Thoughts for the Future

Given the power that this technology could have over our information and everyday lives, significant countermeasures will be required to mitigate the overall risk.  The European Commission is taking a step in the right direction; presently, they are discussing legislation to ensure that the IoT does not compromise “security, privacy, and the respect of ethical values” (Burton, 2012).

Notwithstanding potential governmental action, enterprise and individual users will need to remain cognizant of privacy and security risks.  Enterprise users can continue to invest in additional security countermeasures to protect their networks, but standards and regulating bodies will also need to consider the average user when designing protocols, standards, and regulations.  Novel solutions could include the use of “pairing protocols” similar to those used with Bluetooth, “automated [device] re-key after deployment”, and “mandatory security features” that “stretch the capability of” IoT devices (Polk and Turner, 2011), however, past experience does not provide much cause for optimism.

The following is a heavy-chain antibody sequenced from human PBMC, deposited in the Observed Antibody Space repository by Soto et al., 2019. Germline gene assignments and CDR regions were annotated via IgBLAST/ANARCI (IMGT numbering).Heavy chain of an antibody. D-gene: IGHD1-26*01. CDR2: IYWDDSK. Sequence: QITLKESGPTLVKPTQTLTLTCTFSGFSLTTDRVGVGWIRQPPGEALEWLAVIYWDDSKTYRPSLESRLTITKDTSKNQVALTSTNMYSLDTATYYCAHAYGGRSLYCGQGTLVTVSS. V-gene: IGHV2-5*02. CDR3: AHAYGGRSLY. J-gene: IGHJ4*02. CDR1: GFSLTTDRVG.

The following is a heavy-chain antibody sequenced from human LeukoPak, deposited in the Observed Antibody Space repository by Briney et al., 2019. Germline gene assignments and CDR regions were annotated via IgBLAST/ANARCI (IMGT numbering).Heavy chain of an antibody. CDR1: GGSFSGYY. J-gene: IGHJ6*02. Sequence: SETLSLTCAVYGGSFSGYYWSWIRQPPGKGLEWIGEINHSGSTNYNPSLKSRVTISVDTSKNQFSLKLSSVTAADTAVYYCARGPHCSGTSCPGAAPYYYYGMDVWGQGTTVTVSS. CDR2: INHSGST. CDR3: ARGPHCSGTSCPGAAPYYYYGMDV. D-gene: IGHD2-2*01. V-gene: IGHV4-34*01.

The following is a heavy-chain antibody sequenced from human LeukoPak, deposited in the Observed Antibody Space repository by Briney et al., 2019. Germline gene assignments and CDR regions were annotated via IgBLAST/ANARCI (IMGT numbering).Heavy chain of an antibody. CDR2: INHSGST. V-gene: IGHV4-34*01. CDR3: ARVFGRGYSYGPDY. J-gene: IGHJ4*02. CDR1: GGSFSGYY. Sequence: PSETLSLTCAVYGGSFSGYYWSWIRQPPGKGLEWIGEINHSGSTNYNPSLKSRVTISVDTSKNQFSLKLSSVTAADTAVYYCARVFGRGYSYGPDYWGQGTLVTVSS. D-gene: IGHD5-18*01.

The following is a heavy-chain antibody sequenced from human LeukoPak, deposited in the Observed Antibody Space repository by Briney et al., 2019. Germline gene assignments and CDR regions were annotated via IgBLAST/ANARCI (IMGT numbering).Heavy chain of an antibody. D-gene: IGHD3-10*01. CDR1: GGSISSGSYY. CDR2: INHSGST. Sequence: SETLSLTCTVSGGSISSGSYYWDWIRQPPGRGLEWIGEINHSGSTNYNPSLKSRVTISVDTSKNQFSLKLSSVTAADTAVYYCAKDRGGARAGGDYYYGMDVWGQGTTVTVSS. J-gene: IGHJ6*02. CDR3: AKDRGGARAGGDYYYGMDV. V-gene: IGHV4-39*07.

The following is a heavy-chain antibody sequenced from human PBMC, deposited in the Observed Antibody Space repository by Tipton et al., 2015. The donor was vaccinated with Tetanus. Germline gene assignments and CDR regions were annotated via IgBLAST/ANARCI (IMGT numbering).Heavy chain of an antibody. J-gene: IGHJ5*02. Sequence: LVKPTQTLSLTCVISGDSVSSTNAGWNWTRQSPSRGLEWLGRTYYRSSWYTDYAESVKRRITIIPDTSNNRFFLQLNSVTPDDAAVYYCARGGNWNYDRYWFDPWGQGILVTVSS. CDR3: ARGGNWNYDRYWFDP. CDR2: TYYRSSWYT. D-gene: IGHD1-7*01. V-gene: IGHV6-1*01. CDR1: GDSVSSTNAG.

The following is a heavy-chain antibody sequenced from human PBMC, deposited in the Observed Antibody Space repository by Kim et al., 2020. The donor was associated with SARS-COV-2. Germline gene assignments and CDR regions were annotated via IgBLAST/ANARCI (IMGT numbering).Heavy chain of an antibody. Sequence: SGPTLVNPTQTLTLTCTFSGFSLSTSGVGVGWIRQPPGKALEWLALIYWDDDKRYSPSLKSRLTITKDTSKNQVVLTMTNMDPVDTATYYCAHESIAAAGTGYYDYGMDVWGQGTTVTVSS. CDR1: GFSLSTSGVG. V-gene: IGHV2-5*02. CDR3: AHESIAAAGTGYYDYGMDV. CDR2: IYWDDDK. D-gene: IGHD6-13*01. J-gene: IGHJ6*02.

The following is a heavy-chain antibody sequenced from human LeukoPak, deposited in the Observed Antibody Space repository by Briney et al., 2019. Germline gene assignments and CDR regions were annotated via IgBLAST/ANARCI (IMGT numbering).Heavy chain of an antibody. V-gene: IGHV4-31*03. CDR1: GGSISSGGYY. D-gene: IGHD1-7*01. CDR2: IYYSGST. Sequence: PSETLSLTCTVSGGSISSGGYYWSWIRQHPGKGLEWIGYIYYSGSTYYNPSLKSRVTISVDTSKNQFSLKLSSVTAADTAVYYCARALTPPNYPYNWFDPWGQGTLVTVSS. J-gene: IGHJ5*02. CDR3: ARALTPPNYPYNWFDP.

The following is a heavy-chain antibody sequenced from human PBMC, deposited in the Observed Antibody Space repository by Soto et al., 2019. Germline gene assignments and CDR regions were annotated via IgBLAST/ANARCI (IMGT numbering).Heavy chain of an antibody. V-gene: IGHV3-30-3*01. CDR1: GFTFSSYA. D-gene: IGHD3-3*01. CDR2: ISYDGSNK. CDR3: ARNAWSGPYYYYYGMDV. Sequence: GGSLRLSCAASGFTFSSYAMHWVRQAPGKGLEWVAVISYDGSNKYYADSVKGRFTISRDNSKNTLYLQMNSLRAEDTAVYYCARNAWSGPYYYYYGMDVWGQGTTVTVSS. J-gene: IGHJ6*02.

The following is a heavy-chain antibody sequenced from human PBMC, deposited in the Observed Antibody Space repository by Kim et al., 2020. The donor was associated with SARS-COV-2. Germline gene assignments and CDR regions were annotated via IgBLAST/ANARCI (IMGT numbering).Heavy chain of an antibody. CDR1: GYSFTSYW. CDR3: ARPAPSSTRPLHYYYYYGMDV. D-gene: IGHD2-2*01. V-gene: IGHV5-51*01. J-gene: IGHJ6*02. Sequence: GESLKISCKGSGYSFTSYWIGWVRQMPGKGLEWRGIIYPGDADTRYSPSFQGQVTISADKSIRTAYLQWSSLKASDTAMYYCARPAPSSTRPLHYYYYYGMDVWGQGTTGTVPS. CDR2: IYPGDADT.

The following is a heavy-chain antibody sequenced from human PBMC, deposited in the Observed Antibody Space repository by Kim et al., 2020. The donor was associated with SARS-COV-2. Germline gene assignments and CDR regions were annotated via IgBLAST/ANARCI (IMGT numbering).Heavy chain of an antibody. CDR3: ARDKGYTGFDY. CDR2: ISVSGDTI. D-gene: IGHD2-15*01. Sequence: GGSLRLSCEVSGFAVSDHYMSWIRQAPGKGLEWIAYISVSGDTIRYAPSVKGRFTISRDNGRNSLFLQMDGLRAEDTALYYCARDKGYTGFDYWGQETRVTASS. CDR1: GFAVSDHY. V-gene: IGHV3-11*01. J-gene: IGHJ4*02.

As Polk and Turner (2011) point out:

“The experience with home and small-business WEP wireless deployments is informative; weak cryptography was rapidly discovered and exploited.  Deploying the IoT without security will surely have the same result”.

Maintaining an acceptable level of security and privacy in an increasingly connected world will remain challenging if it is even attainable at all.  Continued education will be required to promote awareness of the issues, prompt the government for proper legal protections, and otherwise provide individuals with the means to protect themselves.

______________

Ackerman, Spencer. (15 March 2012).  “CIA Chief: We’ll Spy on You through Your Dishwasher,” in Wired Magazine Website. Available from http://www.wired.com/dangerroom/2012/03/petraeus-tv-remote/.  Last accessed 15 April 12.   

Ashton, Kevin. (22 June 2009).  “That ‘Internet of Things’ Thing,” in RFID Journal Website.  Available from http://www.rfidjournal.com/article/view/4986.  Last accessed 15 April 12.